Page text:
10. We need to faint! Many of our community problems would go away if we would solve this problem! There should be no more asifas until this problem is solved! The ou and the agudah should cancel their conventions and say how can a jewish organization sponsor these enjoyable weekends to talk about issues when there is an urgent crisis! The agudah should suspend the siyum hashas till we solve the problem. And guess what like the chofetz chaim said if we fainted and did these extreme measures we would find a solution.

    11. The Kollel Age will ultimately come to an end and people will have to start working for a living, as they have had to since the days of Adam and Eve. It’s unfortunate but its the sad reality. The Kollel Age was fun, but all good things must come to an end.

    12. I don’t know how many people would do what we did. We took out a second mortgage, then sold the house at a loss because we couldn’t afford tuition and a house. Our children had their education; we are seniors now who rent a modest apt., have no savings, but our children are metschen and we have shalom bayis. Now that is the result of “education.”

    13. This “crisis” as well as all the others have their root in only one thing – GREED. I’ve been around a long time and saw the transition. It was ALWAYS about money. Sad shame. May Heaven help us root out this and all other sickness.

      • Whose greed/?? I’ve not many many yidden who’ve gotten rich by overcharging furm parents for their children attending his gold-plated yeshiva or kollel (except for one or two conservative jewish day schools outside NYC which I suspect your kids would not be attending anyway).

    14. The school administrators who throw away Jewish children are doing nothing less than throwing away Jewish souls. Their prayers are for naught for they pray to empty gods that cannot save. The Aibishter will punish them in oylam hazeh and oylam haba. They are liars, hypocrites and sonei yisrael in the guise of mechanchim.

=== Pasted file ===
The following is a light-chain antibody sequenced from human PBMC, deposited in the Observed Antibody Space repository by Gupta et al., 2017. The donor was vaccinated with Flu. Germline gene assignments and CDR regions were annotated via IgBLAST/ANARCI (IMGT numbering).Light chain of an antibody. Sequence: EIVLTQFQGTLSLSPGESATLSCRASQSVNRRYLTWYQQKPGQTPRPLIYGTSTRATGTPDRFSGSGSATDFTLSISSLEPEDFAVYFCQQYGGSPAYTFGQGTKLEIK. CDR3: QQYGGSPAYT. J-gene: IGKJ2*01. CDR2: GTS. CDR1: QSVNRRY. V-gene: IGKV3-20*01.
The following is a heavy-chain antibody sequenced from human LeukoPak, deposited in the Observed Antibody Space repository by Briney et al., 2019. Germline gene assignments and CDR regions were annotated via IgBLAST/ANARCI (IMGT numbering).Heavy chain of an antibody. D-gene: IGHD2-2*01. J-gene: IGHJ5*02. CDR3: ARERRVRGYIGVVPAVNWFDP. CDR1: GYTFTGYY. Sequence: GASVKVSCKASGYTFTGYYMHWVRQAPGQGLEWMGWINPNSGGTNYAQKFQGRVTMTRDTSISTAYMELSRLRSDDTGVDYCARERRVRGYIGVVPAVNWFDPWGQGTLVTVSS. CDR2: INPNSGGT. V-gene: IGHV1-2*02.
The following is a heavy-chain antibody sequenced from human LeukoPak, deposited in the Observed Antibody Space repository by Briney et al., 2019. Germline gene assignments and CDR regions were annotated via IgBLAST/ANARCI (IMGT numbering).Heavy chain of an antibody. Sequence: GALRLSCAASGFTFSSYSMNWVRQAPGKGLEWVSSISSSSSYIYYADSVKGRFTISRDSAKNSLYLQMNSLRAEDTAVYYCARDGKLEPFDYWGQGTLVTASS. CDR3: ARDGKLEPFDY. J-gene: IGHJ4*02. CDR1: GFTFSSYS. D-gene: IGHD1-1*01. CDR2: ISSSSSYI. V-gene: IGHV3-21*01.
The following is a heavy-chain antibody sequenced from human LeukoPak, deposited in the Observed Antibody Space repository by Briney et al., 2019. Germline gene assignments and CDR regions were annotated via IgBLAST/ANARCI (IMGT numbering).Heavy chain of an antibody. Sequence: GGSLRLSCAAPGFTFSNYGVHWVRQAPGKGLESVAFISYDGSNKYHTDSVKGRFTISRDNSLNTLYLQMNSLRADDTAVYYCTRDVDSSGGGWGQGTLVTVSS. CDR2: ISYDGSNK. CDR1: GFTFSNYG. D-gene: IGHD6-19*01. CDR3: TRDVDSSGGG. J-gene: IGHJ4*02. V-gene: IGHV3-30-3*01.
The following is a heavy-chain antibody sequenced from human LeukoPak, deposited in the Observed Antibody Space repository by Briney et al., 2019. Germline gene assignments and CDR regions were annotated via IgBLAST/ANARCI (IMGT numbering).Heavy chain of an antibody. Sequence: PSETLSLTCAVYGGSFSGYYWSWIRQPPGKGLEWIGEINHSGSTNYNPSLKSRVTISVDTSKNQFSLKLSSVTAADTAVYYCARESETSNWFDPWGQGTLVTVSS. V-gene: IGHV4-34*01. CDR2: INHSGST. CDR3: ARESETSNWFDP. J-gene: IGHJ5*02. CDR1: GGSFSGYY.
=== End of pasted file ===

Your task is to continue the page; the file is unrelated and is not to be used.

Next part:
15. There is another fact that I find troubling with our schools. Schools that are run as a private business! No school that feeds off the backs of the community should be allowed to be anyone’s private business. Schools must belong to communities as non profits and be run by communities for all its children. This is another issue that can only be fixed by our Rebbes and Rabbonim. There are wonderful people in our community who are available to teach our children and run our schools. However, they probably are not good business people. The future of Klal Yisrael is in our school system. I cannot think of anything more important than our schools. Our Rebbes and Rabbonim need to assume the mantle of leadership.

    16. Will this article fall on deaf ears? In my experience as a child neurologist, I’ve found, as have others, that about 15% of children have learning and / or attention deficit problems. The frustration, loss of self-esteem, and learned helplessness of many of these children — especially those who are never correctly diagnosed or, even worse, punished and mistreated by ignorant teachers and administrators — results in a downward, vicious cycle.

      Our communities help support a myriad of charitable causes, many of which are outside our communities. But, charity begins at home. Will we enable the proper evaluations of children and remediation? Will we admit that our teachers and administrators sometimes themselves need to be educated about ADHD and learning disabilities, as well as emotional disorders?